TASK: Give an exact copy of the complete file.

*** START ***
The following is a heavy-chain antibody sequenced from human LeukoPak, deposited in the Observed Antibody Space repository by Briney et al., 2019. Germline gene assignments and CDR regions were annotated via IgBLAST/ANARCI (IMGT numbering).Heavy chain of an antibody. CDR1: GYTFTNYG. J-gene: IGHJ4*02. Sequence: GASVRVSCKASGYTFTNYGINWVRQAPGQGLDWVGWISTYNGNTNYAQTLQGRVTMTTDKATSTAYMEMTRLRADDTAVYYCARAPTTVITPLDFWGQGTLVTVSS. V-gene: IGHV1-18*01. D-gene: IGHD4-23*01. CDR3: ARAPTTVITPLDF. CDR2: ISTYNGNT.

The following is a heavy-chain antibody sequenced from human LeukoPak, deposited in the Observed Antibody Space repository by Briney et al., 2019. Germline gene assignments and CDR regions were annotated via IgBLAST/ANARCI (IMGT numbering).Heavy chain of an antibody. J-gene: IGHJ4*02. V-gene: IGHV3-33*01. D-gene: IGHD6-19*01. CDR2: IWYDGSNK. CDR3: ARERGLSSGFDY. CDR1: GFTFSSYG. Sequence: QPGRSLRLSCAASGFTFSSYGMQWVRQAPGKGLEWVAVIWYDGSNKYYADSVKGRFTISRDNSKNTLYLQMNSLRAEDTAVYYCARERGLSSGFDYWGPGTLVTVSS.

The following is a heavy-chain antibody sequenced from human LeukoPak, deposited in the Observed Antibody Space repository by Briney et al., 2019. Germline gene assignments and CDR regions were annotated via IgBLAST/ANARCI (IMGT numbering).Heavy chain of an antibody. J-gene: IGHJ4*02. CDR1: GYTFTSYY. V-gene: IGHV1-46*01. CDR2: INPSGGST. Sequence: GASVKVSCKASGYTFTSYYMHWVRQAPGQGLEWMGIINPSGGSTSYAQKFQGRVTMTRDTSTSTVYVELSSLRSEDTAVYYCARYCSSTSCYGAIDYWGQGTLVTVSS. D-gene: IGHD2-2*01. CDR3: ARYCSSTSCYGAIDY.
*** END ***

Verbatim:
The following is a heavy-chain antibody sequenced from human LeukoPak, deposited in the Observed Antibody Space repository by Briney et al., 2019. Germline gene assignments and CDR regions were annotated via IgBLAST/ANARCI (IMGT numbering).Heavy chain of an antibody. CDR1: GYTFTNYG. J-gene: IGHJ4*02. Sequence: GASVRVSCKASGYTFTNYGINWVRQAPGQGLDWVGWISTYNGNTNYAQTLQGRVTMTTDKATSTAYMEMTRLRADDTAVYYCARAPTTVITPLDFWGQGTLVTVSS. V-gene: IGHV1-18*01. D-gene: IGHD4-23*01. CDR3: ARAPTTVITPLDF. CDR2: ISTYNGNT.

The following is a heavy-chain antibody sequenced from human LeukoPak, deposited in the Observed Antibody Space repository by Briney et al., 2019. Germline gene assignments and CDR regions were annotated via IgBLAST/ANARCI (IMGT numbering).Heavy chain of an antibody. J-gene: IGHJ4*02. V-gene: IGHV3-33*01. D-gene: IGHD6-19*01. CDR2: IWYDGSNK. CDR3: ARERGLSSGFDY. CDR1: GFTFSSYG. Sequence: QPGRSLRLSCAASGFTFSSYGMQWVRQAPGKGLEWVAVIWYDGSNKYYADSVKGRFTISRDNSKNTLYLQMNSLRAEDTAVYYCARERGLSSGFDYWGPGTLVTVSS.

The following is a heavy-chain antibody sequenced from human LeukoPak, deposited in the Observed Antibody Space repository by Briney et al., 2019. Germline gene assignments and CDR regions were annotated via IgBLAST/ANARCI (IMGT numbering).Heavy chain of an antibody. J-gene: IGHJ4*02. CDR1: GYTFTSYY. V-gene: IGHV1-46*01. CDR2: INPSGGST. Sequence: GASVKVSCKASGYTFTSYYMHWVRQAPGQGLEWMGIINPSGGSTSYAQKFQGRVTMTRDTSTSTVYVELSSLRSEDTAVYYCARYCSSTSCYGAIDYWGQGTLVTVSS. D-gene: IGHD2-2*01. CDR3: ARYCSSTSCYGAIDY.